Friday, July 16–Juvenile Whale Washes Up In OC

OCEAN CITY – Another
whale made a visit to Ocean City last week, but while its most recent
predecessor seemed to put on a show for residents and visitors on the beach,
the resort’s latest leviathan encounter did not have a happy ending.

Late last Thursday
afternoon, a badly decomposed 30-foot juvenile humpback whale washed ashore in
the area of 4th Street, causing quite a stir for the big early July
crowd on the beach. Ocean City Public Works crews and Beach Patrol members
helped haul the decomposed whale out of the surf’s edge initially until
Maryland Department of Natural Resources (DNR) officials could inspect the
mammal.

According to DNR Marine
Mammal Stranding Program Coordinator Jamie Schofield, the whale had been
spotted by anglers and recreational boaters well offshore earlier in the week
but did not wash ashore until late last Thursday afternoon. Schofield said the
condition of the whale carcass made it difficult to determine what caused its ultimate
demise.

“This animal had been
out to sea at least four days before it came ashore, four days of extreme
100-degree temperatures,” she said. “We did internal and external examinations,
but the condition of the carcass made it very difficult to determine what
caused its death.”

Schofield said the whale
showed some signs of hemorrhaging but that likely occurred as the creature was
nearing death offshore.

“We did see some
pathology and some signs of hemorrhage likely while it was still alive,” she
said. “We also saw some signs of fracture, but we aren’t sure if that occurred
before or after the animal died. We’ve been looking at photos and video of its
removal by truck from the beach to see if the fractures could have occurred
then.”

After DNR officials
performed the necropsy on the decomposed whale, the carcass was transported by
truck to an area near the Ocean City Municipal Airport in West Ocean City where
it was buried like others that had washed ashore before it.

Last week’s beaching was
the latest in a string of recent whale sightings in the resort area over the
last few months. In late June, an apparently healthy juvenile humpback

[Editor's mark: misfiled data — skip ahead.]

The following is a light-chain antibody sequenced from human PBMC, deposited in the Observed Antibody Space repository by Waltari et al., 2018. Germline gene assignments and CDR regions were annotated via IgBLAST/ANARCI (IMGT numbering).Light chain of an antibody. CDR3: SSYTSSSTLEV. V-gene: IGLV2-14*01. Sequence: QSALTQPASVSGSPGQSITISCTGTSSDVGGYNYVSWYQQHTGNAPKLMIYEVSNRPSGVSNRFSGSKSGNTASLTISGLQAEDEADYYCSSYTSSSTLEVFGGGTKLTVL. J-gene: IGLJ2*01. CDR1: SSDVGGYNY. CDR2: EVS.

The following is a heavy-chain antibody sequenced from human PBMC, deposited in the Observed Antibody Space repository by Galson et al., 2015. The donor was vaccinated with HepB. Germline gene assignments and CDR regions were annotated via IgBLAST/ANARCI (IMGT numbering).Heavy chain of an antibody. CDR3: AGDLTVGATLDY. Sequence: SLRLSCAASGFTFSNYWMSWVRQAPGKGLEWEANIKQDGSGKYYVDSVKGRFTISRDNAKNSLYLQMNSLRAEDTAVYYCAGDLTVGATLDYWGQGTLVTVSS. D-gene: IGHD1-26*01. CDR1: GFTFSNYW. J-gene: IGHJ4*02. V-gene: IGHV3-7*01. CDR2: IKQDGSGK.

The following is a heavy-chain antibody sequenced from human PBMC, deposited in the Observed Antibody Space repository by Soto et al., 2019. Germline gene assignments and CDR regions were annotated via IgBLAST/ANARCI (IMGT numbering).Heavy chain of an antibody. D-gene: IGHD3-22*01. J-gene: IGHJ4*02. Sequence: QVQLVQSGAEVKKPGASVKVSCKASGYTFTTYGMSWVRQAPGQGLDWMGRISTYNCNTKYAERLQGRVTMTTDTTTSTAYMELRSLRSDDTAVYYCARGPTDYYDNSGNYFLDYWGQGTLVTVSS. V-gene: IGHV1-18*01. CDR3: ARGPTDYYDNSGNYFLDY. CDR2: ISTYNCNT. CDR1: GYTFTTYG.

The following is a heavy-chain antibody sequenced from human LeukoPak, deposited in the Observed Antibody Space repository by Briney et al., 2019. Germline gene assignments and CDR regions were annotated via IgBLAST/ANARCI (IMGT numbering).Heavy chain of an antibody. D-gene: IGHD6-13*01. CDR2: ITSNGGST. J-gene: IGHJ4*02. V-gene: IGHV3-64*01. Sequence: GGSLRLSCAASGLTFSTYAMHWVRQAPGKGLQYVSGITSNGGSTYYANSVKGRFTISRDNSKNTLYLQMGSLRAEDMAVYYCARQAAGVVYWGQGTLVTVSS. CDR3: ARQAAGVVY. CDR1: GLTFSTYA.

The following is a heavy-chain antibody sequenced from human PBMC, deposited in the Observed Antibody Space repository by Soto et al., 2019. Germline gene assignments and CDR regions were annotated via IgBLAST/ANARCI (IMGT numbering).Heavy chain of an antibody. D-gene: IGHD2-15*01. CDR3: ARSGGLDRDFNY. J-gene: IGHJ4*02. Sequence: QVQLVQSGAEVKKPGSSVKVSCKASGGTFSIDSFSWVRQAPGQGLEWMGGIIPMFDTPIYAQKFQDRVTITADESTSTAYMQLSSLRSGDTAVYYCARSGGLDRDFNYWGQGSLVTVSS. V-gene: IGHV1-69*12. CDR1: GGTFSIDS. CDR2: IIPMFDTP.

entertained the crowd on the beach when it came close to shore to feed on
menhaden within feet of swimmers in the ocean. The roughly 27-foot humpback was
first spotted by lifeguards well offshore around 50th Street, but
moved much closer to shore as it headed south, providing beachgoers with a
once-in-a-lifetime encounter with a healthy whale in its natural environment.

This spring, however, a
couple of whale encounters in the resort area did not have a similar happy
outcome. Around St. Patrick’s Day in March, a 27-foot, 10-ton humpback juvenile
washed ashore on the beach in the area of 4th Street. About a week
later, a massive 61-foot, 50-ton whale washed ashore in neighboring Fenwick
Island.

In early May, an
extremely rare Gervais beaked whale was spotted well into the coastal bays
behind the resort in a canal near Old Landing Rd. Crews from the National
Aquarium along with the Coast Guard, the DNR and Ocean City Public Works
attempted to rescue the rare beaked whale, which was ultimately euthanized
because it was in such bad shape. However, scientists from the Smithsonian
arrived and took the deceased animal for further study of the rare species.

Schofield said the
latest whale carcass to wash up on the beach last week, along with the healthy
humpback spotted in June and the two deceased whales that washed up in the
spring are likely anomalies and not indicative of something more concerning.

“We’re not seeing
anything like a disturbing trend,” she said. “We typically see humpback
strandings in the late spring because they pass by the mid-Atlantic from their
feeding grounds to the calving grounds. It’s hard to predict, obviously. We
might see three in two months and not see another one for two years.”

 

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